THE SANDMAN: OVERTURE #4
Written by Neil Gaiman
Art by J.H. Williams III and Dave Stewart
Published by DC Comics/Vertigo
Release Date: December 17, 2014
As the dream unwinds and the sleepers near the wake, Morpheus reaches out to his father for assistance in dealing with the mad star and the death of everything in the known universe. And as we hear the tale of how the Lord of Dreams saved one young girl at the expense of an entire world, another one may be lost forever.
I think it’s fair to say that this is not an easy comic book. After nearly 20 years away from the Man in Black, Neil Gaiman is attempting to cram an awful lot into a very small space. In the previous issue, we at last met Alianora, the great love of Morpheus’ existence. This month, we meet the father of the Endless.
Who knew there even was a father of the Endless? Neil Gaiman did, and has, it seems, since the very beginning. And that’s part of the immense joy and complicated structure of Overture, that we are getting a mesh of new and old ideas, strings that stretch back to the very center of the Sandman mythos — and also extend out into the farthest reaches of where it’s gone before. We’ve never had a cosmic adventure set within the parameters of the distinctly literary confines of Sandman, and it’s crazy to think about what else could be done, if given time and opportunity.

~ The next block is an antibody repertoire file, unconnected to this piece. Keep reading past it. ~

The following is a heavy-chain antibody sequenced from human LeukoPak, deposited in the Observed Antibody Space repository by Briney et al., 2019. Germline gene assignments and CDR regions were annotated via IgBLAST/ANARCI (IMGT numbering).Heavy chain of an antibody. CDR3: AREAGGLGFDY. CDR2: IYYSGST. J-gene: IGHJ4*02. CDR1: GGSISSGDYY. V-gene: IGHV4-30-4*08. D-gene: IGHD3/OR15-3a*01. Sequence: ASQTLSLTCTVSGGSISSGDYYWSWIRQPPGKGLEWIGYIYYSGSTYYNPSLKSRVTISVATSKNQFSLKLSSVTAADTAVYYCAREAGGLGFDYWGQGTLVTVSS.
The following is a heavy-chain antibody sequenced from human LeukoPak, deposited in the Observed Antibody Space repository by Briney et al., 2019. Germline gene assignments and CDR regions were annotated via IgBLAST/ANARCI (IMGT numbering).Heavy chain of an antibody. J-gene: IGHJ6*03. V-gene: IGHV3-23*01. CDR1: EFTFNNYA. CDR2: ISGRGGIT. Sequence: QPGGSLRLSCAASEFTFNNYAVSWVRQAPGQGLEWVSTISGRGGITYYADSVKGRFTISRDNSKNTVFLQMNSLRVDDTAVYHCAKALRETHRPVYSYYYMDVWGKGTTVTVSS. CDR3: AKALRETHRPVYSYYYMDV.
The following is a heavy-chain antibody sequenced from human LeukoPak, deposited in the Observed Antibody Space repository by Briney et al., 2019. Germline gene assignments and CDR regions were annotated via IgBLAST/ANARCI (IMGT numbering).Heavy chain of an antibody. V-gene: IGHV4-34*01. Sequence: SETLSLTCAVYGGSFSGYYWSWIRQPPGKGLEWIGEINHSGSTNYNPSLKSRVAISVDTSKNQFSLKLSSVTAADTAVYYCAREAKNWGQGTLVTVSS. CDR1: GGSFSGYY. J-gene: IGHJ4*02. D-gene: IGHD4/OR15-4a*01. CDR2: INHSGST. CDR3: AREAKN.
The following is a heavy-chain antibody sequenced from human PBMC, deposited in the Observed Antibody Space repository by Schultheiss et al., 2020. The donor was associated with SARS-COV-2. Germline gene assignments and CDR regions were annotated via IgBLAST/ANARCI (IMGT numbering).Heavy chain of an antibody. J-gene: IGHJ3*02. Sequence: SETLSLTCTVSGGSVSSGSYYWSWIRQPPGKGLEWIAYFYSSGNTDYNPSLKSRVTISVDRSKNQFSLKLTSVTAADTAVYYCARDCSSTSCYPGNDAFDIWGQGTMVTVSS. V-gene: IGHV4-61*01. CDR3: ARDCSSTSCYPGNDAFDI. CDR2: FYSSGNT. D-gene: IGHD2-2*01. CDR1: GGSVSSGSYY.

A lot can be speculated on in regard to the father figure we meet in issue #4. Is he God? Time? Alan Moore? I joke, but with Gaiman’s deep interest in tying together mythologies across culture and medium, why wouldn’t a moment of self-reflexive creation be a possibility? We have seen Shakespeare and more pepper the history of Gaiman’s opus. And as dear father lays down the Tarot of what has happened and what has yet to be, I ponder the possibilities all the more.
As in previous installments, the work being done here by artist J.H. Williams III is nothing short of career-defining. Every style of layout, every type of texture and level of finishing is enacted to make this insanely beautiful collage that the Lord of Dreams walks within. We are taken deeply into memory and gliding effortlessly overhead as scenes shift and even physically rotate in their increasing madness.
For his part, Williams takes what is admittedly a somewhat disconnected flow of narrative, and pieces it together so as to be less jarring a leap between scenes than what could be. He’s still giving us a unique breakdown at almost every turn, another way in which we get to experience Sandman anew for the first time over and over and over. But ultimately, what Williams does best is lay out a world that is so widescreen, so over the top in its detail and scope, that we could spend the next few years simply luxuriating in its artistry. Every page a masterpiece, every moment its own story to be unfurled in our heads.
Certainly, we seem to be getting to the root of the story at last, 2/3 of the way through the experience that is Sandman: Overture, but there still feels like Gaiman and Williams have a long way to go. I believe strongly that it’s because we will never be sated by what could land on the page of a limited series of six measly issues, no matter how intensely beautiful they are. Our longing is inevitable, and we can only wish to have more Sandman in our future.
And if not, rest assured, there are worlds of stories buried in these pages I am certain we are missing on first, second, and even third reads. That’s the magic of the world Morpheus inhabits, and the magic of sequential storytelling for the ages. The deeper you look, the more there is to discover.
The Verdict: 9.0/10